A proposal set to appear before the University System of Maryland’s Committee on Finance this Thursday would eliminate the requirement that advisory committees be consulted in imposing non-mandatory student fees.
Some University of Maryland students are speaking out against the proposed changes, particularly in light of the controversy surrounding the international student fee implemented last year.
The international student fee — which is $125 each semester for full-time students and $62.50 each semester for part-time students — did not go through the Committee for the Review of Student Fees before it was imposed, then Graduate Student Government President Stephanie Cork said last year.
Student Government Association President AJ Pruitt said the proposed changes, which appear as an agenda item for the Finance Committee meeting on Thursday, enable the sort of action that led to the fee’s proposal without the consultation of relevant groups.
“We sort of had everyone admit that the process wasn’t followed, but then we didn’t do anything from the top levels of leadership. … We didn’t do anything to right that wrong,” Pruitt said. “All we’ve done is now we’ve changed the policy to make it easier the next time we want to do something like this.”
The international student fee was considered mandatory under the old policy, but under the proposal, it would be non-mandatory, which means it wouldn’t have to be reviewed by an advisory group. The group should be made up of “an appropriate number of students and stakeholders representing each area supported by a student fee,” according to system policy.
The old policy stated that mandatory fees included “fees and charges applicable to a specific category of student according to enrollment status during the standard academic year.” Under the proposed changes, mandatory fees would be limited to ones “required to be paid by the entire undergraduate and/or graduate student body.”
As written, the draft policy would mandate that student groups affected by a new fee be consulted at the time of its establishment, but not before.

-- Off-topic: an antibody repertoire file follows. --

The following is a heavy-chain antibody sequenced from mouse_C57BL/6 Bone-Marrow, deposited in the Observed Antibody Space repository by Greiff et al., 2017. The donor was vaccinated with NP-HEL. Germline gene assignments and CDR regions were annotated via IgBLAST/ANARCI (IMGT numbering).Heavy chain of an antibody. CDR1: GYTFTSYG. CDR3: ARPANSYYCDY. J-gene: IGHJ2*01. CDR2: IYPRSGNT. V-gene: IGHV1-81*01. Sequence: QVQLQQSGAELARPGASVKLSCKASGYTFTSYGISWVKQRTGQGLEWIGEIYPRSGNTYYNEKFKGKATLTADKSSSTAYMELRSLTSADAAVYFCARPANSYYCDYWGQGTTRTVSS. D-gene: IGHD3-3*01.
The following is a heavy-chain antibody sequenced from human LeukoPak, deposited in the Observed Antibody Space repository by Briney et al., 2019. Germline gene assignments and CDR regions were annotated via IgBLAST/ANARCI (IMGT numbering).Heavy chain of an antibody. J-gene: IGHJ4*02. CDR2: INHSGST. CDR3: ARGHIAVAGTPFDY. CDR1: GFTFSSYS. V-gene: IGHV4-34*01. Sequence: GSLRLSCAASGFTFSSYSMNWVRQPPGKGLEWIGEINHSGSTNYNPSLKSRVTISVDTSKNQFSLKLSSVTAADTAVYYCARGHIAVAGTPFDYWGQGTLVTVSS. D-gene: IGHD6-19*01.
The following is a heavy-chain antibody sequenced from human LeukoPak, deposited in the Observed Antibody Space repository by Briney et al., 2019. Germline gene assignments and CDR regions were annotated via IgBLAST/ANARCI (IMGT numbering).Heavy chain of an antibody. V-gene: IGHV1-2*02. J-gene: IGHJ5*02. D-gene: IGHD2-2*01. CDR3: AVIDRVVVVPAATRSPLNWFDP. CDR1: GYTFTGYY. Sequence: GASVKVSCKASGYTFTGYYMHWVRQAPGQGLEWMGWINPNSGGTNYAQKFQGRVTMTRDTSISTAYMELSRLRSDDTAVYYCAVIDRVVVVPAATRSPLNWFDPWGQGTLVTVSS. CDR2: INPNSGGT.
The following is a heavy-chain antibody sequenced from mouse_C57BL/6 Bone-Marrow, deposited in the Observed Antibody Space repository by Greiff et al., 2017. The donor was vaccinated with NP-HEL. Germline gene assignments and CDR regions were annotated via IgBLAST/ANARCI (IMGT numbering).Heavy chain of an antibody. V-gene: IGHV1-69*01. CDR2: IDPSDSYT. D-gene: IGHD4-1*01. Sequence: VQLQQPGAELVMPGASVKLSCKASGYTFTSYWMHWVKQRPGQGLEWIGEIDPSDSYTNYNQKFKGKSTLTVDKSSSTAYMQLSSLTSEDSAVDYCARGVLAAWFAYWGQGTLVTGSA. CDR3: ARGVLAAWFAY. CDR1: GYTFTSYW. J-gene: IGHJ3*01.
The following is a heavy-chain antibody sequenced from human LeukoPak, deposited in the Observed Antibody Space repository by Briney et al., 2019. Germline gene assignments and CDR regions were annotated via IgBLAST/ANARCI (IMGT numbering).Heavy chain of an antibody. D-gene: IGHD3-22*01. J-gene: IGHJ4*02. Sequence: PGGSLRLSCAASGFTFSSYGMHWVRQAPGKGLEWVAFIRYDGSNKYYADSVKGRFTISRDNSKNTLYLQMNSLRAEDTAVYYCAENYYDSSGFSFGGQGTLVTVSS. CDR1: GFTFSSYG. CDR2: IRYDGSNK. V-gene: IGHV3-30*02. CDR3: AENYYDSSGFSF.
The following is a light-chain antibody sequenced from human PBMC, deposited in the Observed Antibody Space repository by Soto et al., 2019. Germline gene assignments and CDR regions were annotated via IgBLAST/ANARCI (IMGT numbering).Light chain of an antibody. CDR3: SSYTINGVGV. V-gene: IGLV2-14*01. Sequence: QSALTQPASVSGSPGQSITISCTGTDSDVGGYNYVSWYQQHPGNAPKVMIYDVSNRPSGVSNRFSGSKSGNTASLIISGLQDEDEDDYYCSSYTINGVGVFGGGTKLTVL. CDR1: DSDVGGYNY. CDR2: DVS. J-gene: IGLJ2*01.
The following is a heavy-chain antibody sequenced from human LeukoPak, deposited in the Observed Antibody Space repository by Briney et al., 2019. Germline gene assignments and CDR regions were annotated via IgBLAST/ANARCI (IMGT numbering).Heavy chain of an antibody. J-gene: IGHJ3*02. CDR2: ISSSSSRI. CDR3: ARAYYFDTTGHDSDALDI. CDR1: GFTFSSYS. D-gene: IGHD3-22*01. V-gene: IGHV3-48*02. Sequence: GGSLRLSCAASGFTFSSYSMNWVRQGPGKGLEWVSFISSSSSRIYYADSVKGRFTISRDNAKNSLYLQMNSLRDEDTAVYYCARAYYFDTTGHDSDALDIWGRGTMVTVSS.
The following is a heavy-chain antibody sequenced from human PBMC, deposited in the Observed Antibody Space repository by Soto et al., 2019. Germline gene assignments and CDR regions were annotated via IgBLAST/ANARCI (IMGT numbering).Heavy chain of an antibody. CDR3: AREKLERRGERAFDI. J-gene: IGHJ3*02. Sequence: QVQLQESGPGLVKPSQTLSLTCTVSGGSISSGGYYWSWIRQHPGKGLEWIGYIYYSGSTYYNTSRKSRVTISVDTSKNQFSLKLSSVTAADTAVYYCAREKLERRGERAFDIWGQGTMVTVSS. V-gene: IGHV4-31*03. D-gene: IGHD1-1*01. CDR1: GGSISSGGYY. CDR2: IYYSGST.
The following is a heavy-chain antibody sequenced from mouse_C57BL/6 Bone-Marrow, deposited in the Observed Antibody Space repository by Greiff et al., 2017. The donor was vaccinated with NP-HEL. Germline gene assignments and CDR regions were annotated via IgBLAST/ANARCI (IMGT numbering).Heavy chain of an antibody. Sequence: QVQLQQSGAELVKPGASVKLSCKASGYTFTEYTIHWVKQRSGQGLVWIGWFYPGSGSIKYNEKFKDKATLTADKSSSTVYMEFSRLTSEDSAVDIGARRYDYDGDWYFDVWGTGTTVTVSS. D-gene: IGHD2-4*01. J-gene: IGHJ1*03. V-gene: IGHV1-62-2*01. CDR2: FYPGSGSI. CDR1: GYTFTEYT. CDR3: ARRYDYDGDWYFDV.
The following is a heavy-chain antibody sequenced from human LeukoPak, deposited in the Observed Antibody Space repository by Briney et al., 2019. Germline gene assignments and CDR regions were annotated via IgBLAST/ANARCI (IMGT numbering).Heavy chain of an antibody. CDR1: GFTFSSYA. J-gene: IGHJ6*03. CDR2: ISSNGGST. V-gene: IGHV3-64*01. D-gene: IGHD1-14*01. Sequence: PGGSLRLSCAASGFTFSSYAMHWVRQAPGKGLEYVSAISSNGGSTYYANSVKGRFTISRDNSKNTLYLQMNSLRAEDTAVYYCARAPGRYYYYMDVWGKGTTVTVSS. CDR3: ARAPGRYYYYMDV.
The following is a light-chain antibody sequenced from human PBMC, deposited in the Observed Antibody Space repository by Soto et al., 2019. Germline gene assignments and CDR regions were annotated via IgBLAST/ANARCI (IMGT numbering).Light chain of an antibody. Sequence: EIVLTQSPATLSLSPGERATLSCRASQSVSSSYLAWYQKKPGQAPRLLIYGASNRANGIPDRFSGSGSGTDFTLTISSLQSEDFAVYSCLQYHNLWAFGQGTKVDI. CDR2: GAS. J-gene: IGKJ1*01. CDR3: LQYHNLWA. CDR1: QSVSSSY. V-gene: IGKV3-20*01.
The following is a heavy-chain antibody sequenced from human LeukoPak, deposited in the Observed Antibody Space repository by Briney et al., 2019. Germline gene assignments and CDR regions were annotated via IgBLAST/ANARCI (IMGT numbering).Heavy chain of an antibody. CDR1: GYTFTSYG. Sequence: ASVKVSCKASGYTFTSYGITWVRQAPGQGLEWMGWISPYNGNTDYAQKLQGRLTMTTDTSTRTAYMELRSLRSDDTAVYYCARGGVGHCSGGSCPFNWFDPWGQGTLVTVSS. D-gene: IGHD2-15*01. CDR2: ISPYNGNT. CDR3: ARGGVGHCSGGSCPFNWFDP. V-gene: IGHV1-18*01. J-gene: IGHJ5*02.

Caden Fabbi, the system’s Student Council president, said he was surprised by the policy draft. Fabbi said his group passed a resolution in May calling on the system to clarify its policy on student fees.
“My understanding this whole entire time was that there wasn’t going to be any less student input for academic or non-mandatory student fees … so I was pretty caught off-guard when I finally received that draft,” he said.
Fabbi, who is also the GSG’s chief of staff, said he is speaking with system student body presidents about the proposal and intends to speak against it at the Thursday meeting.
“Essentially what they’re saying is that, ‘OK we broke the policy, but we make the policy, so let’s change the policy,'” he said.
According to a summary of the changes on the system website, the amendments are intended to clarify what constitutes a mandatory fee and streamline the fee imposition process.
But Pruitt said the policy should do more.
“My hope would’ve been that through this process the system would have come up with a policy … that everyone could follow that would get us all to the same place, that would give us all a best practice and have every campus abide by it. I don’t think they’ve done that,” the senior economics and government and politics major said, adding that there should be more specifics about the makeup and powers of student fees advisory committees.
System spokesman Mike Lurie said in an email that if the changes are passed by the committee at its meeting on Thursday, the full Board of Regents will likely vote on them on April 20. He noted the summary’s wording “serves as a comment from the USM.”
The summary notes the changes were based on student concerns.
“Last year, a group of students came forth with concerns regarding the implementation of a new non-mandatory fee. After discussion and an internal review of the policy, it was determined that several technical adjustments and updates to the policy were in order,” the document reads.
But the proposed changes go against the system’s ideals of shared governance, Fabbi said, and what the student council intended.
“We hear the USM administrators and we hear [this university’s] administrators bragging about our robust system of shared governance and how students and faculty and staff are all included in the decisions that are made on the campuses,” Fabbi said. “And this just really flies in the face of all that.”